The Slavotinek Lab has worked on a number of projects, including the two below.

Genomic Analysis of Microphthalmia, Anophthalmia and Coloboma

Microphthalmia, anophthalmia and coloboma (MAC) are highly important birth defects because of the lifelong effects of severely reduced vision. MAC can be caused by pathogenic sequence variants and copy number variants affecting transcription factors and other genes involved in eye development. Patients with MAC typically undergo genetic testing with microarrays, gene panels and exome sequencing, but a genetic etiology is not identified for many patients. A complete catalogue of the genomic variation underlying MAC is critical for optimizing patient care, facilitating future therapeutic trials and to provide novel information supporting research into the developmental biology of eye defects. We are using whole genome sequencing (WGS) and in vitro and in vivo functional studies to advance our understanding of the genomic architecture of MAC so that we can improve our understanding of eye development, generate rich resources for future investigations, and encourage collaborations between clinicians, developmental biologists and eye researchers. This work is funded by the National Eye Institute, National Institutes of Health.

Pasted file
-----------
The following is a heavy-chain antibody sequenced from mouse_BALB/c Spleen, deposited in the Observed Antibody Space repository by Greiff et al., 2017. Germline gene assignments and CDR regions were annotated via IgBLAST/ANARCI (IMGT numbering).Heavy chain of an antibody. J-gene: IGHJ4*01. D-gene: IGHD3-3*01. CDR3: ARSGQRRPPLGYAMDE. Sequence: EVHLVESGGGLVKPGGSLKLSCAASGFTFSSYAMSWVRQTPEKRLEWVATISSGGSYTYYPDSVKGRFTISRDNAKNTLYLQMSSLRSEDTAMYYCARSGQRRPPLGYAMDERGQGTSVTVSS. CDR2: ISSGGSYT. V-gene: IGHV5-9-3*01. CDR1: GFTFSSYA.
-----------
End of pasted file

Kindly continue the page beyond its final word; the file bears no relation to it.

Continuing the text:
Internal Collaborators

External Collaborators

  • Alejandra de Alba Campomanes (University of California, San Francisco)
  • Sergio Baranzini (University of California, San Francisco)

Program in Prenatal and Pediatric Genomic Sequencing (P3EGS)

During her time at the University of California, San Francisco (UCSF), Anne Slavotinek, PhD, MBBS, was the principal investigator for the pediatric arm of the Program in Prenatal and Pediatric Genomic Sequencing (P3EGS) project. P3EGS is part of the Clinical Sequencing Evidence-generating Research (CSER) Consortium. In this project, we used exome sequencing (ES) to study 529 pediatric patients referred due to a wide range of clinical indications, including developmental delays, intellectual disability, multiple congenital anomalies, seizures, neuromuscular, and metabolic conditions. P3EGS participants were recruited from ethnically diverse, underserved (US) and under-represented minority (URM) populations and the majority of our patients fulfilled at least one category for designation as an US and/or URM individual. Future work with this cohort is likely to focus on methodologies to resolve variants of uncertain significance in US and URM patients. This work was funded by the National Human Genome Research Institute and National Institutes of Health.

Internal Collaborators

External Collaborators

  • Stephanie Htun (University of California, San Francisco)